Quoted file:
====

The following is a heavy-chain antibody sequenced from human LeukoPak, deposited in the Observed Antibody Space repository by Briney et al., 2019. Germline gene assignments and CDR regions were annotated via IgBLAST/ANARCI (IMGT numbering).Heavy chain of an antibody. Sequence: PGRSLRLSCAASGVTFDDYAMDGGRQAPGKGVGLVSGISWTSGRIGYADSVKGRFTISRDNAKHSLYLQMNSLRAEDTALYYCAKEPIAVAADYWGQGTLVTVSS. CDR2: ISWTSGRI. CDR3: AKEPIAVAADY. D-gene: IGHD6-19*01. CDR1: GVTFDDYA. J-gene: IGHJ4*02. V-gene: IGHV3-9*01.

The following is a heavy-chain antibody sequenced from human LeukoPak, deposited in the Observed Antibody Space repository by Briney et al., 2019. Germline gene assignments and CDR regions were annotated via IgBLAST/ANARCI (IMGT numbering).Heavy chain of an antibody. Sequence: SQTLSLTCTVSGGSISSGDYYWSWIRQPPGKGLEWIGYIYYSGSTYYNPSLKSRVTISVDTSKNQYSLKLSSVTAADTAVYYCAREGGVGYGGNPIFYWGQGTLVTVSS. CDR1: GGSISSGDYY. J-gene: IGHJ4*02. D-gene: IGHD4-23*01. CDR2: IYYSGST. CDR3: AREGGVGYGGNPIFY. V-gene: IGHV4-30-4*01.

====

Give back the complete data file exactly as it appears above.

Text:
The following is a heavy-chain antibody sequenced from human LeukoPak, deposited in the Observed Antibody Space repository by Briney et al., 2019. Germline gene assignments and CDR regions were annotated via IgBLAST/ANARCI (IMGT numbering).Heavy chain of an antibody. Sequence: PGRSLRLSCAASGVTFDDYAMDGGRQAPGKGVGLVSGISWTSGRIGYADSVKGRFTISRDNAKHSLYLQMNSLRAEDTALYYCAKEPIAVAADYWGQGTLVTVSS. CDR2: ISWTSGRI. CDR3: AKEPIAVAADY. D-gene: IGHD6-19*01. CDR1: GVTFDDYA. J-gene: IGHJ4*02. V-gene: IGHV3-9*01.

The following is a heavy-chain antibody sequenced from human LeukoPak, deposited in the Observed Antibody Space repository by Briney et al., 2019. Germline gene assignments and CDR regions were annotated via IgBLAST/ANARCI (IMGT numbering).Heavy chain of an antibody. Sequence: SQTLSLTCTVSGGSISSGDYYWSWIRQPPGKGLEWIGYIYYSGSTYYNPSLKSRVTISVDTSKNQYSLKLSSVTAADTAVYYCAREGGVGYGGNPIFYWGQGTLVTVSS. CDR1: GGSISSGDYY. J-gene: IGHJ4*02. D-gene: IGHD4-23*01. CDR2: IYYSGST. CDR3: AREGGVGYGGNPIFY. V-gene: IGHV4-30-4*01.